I’ve seen a bunch of movies since I last wrote about that weird Liam Neeson pizza movie a couple of weeks ago, but between a busy schedule full of hard working, hard traveling, hard vacationing, and hard eating (ow!); I would highly doubt that I’ll gather up the time and energy to give each of these movies their own proper over-worded, smarmy review. So here I am now, just spewing them all out in little chunks, like an undercooked Tombstone Double-Top 4 Meat pizza after a grueling night of drinking whiskey mixed with blended Starbursts.
The Maze Runner
I thought from the previews that this looked kind of like a dumbed down, teen demographed version of Cube, and to be honest, I didn’t really have high expectations for it going in. I’d say it about met my so-so anticipation for forgetability. It has an interesting premise for a movie this stupid, and there’s a lot of mystery involved from start to finish. Like, literally to the finish. They don’t give any answers. The freakin’ movie was written as a cliff hanger. And it’s in that sort of pompous assumption by the film studios that the entire world will be so desperate to hear what happens next in the Maze Runner saga that they intentionally only told a fragment of a story with no resolution that makes me hate this sort of thing. The first Hunger Games film had a very definite conclusion to that part of its story. Sure, they set up “bigger picture” elements for sequels in the process, but at least it was a movie that had a beginning, a middle, and an end. The Maze Runner felt like a giant beginning, five minutes of a middle, and then the credits. Am I curious as to what the hell The Maze Runner is actually about? Sure, I guess, a little bit. Is it eating me away to know what The Maze Runner is actually about? Oh, god no. In fact, if I never end up seeing the sequel to this film, I will go on with my life in perfectly ignorant bliss. That’s why I’m a little bit angry that they didn’t just move it along a little further the first time around. But I know… …franchise, franchise, franchise, money, money, money. It’s the same logic that caused someone in Hollywood to greenlight The Mortal Instruments: City of Bones.
If I have to give The Maze Runner some sort of compliment, I thought the action sequences were entertaining. The special effects were better than Twilight’s. It had a certain Lord of the Flies-ness to it that was also appealing. But most of the teens in this movie were weird and/or ugly-looking, and it made me pine for the delusional alternate realities of most futuristic young adult films, where the world is populated with future underwear models and TV commercial extras.
5.5 out of 10
Here’s a charming story about a kid who witnesses the murder of his father, who is then sent to live in a sewer with some garbage-hoarding trolls, where he lives on a malnutritioned diet of only sewer bugs, and lacks proper medical and dental care, let alone the fact that he probably only has a kindergarden education despite growing to the age of twelve. On top of that, the guy who murdered his father is trying to commit genocide on an innocent race of said garbage trolls just so he can join an upper class, elitist cheese eating club. Yes, this is a children’s film, why do you ask?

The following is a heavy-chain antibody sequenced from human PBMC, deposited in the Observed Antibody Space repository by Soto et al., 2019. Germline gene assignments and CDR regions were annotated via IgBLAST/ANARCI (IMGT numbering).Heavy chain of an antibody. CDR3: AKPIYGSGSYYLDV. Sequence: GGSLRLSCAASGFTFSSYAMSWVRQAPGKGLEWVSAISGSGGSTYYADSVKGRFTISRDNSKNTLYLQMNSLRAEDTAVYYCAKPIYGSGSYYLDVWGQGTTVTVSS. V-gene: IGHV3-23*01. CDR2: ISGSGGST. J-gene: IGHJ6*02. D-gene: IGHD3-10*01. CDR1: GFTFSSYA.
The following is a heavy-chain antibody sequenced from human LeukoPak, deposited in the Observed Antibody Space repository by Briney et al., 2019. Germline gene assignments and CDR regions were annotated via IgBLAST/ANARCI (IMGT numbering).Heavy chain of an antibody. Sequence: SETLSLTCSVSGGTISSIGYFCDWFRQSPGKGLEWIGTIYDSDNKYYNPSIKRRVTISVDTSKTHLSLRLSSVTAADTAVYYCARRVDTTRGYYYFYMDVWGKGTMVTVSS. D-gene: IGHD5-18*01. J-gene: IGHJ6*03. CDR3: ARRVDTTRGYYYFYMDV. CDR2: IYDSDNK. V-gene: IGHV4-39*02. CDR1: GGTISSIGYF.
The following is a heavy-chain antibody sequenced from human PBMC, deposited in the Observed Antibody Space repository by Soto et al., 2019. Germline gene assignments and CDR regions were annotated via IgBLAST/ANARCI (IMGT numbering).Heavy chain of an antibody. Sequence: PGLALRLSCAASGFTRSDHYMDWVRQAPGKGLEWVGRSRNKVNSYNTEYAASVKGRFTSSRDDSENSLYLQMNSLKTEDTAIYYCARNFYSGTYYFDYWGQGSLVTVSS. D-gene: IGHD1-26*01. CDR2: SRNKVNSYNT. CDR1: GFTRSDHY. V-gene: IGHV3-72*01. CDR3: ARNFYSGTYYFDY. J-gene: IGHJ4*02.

Another commendable effort from Laika Studios (the people behind Coraline and Paranorman), who seemed to have taken the gothy, weird kid’s stories away from Tim Burton’s 1990’s career and claimed them for themselves. It’s darker than either of their first two films were, and those were about orphaning a child and the ghost of a dead little girl, if that says anything. But the imaginative details and more importantly, the fluid stop-motion animation, is right up there with whatever its competition is. It was painfully barren in the creative storytelling department, though. The plot is ridiculously simple and nonsensical. The intentionally disgusting character design of EVERYONE in the movie was almost barf worthy, but was also deliberate, so I respect it. It probably could have been an Academy Award winning Animated Short film had they just made a cute 15 minute sequence about the Boxtrolls. YOU GOT GREEDY, MARTIN.
6.5 out of 10
My rationale for getting excited about Annabelle was “Hey, I liked The Conjuring, maybe I’ll like this too!” (facepalm) Why am I so stupid sometimes?
I want to say that there’s something worth seeing in Annabelle, and that may be true. There was a terrifyingly restrained sequence involving an elevator that is still kind of creeping me out about elevator doors as we speak, but the filmmakers manage to screw up just about everything else about this movie. Where to begin…? Probably just in the concept itself. The film is about the haunting of one particular family over the course of the entire film, before it gets passed off to where the Conjuring picks up; so essentially the entire history of the Annabelle doll pertains to two incidents, which greatly cuts down the fact that it’s supposed to be this legendary haunted doll. A more effective story would have been one that involved how Annabelle haunted like TEN families before it gets picked up at The Conjuring. But that would have involved putting an effort into the screenplay, which clearly no one wanted to do.